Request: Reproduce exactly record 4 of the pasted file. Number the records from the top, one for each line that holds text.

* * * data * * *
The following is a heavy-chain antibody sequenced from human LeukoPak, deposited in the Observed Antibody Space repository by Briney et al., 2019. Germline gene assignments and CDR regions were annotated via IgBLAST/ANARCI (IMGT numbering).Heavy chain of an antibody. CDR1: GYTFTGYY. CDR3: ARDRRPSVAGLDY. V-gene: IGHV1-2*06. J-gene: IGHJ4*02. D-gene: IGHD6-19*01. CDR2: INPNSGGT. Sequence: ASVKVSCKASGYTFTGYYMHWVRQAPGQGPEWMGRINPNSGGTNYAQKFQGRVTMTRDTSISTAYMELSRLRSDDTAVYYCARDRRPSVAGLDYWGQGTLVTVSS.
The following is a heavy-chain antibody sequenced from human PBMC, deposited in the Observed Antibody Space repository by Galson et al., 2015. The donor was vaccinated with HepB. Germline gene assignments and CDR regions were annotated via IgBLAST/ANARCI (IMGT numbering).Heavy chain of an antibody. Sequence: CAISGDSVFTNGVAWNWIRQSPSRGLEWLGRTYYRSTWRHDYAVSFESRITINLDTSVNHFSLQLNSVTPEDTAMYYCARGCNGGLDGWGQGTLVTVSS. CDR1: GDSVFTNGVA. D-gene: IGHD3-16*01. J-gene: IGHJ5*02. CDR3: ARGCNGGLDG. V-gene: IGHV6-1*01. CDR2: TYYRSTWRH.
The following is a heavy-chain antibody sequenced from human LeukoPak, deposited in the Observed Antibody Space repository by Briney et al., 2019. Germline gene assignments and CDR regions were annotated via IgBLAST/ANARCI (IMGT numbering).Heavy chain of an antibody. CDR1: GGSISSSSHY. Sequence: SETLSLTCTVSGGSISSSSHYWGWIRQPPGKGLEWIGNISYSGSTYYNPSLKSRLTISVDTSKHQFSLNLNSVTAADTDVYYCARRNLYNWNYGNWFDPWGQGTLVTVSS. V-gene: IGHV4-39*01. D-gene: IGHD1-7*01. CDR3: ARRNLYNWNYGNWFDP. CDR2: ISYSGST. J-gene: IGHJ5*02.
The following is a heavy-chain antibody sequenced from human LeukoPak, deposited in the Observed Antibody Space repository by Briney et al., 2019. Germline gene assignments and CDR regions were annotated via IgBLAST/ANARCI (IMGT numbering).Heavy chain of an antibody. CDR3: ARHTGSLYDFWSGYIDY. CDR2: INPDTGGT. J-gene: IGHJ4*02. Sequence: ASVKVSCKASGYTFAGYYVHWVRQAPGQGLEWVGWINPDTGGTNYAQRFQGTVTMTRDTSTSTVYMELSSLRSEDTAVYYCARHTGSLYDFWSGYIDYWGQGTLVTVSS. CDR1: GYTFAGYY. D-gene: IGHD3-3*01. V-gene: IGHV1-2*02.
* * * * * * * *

The following is a heavy-chain antibody sequenced from human LeukoPak, deposited in the Observed Antibody Space repository by Briney et al., 2019. Germline gene assignments and CDR regions were annotated via IgBLAST/ANARCI (IMGT numbering).Heavy chain of an antibody. CDR3: ARHTGSLYDFWSGYIDY. CDR2: INPDTGGT. J-gene: IGHJ4*02. Sequence: ASVKVSCKASGYTFAGYYVHWVRQAPGQGLEWVGWINPDTGGTNYAQRFQGTVTMTRDTSTSTVYMELSSLRSEDTAVYYCARHTGSLYDFWSGYIDYWGQGTLVTVSS. CDR1: GYTFAGYY. D-gene: IGHD3-3*01. V-gene: IGHV1-2*02.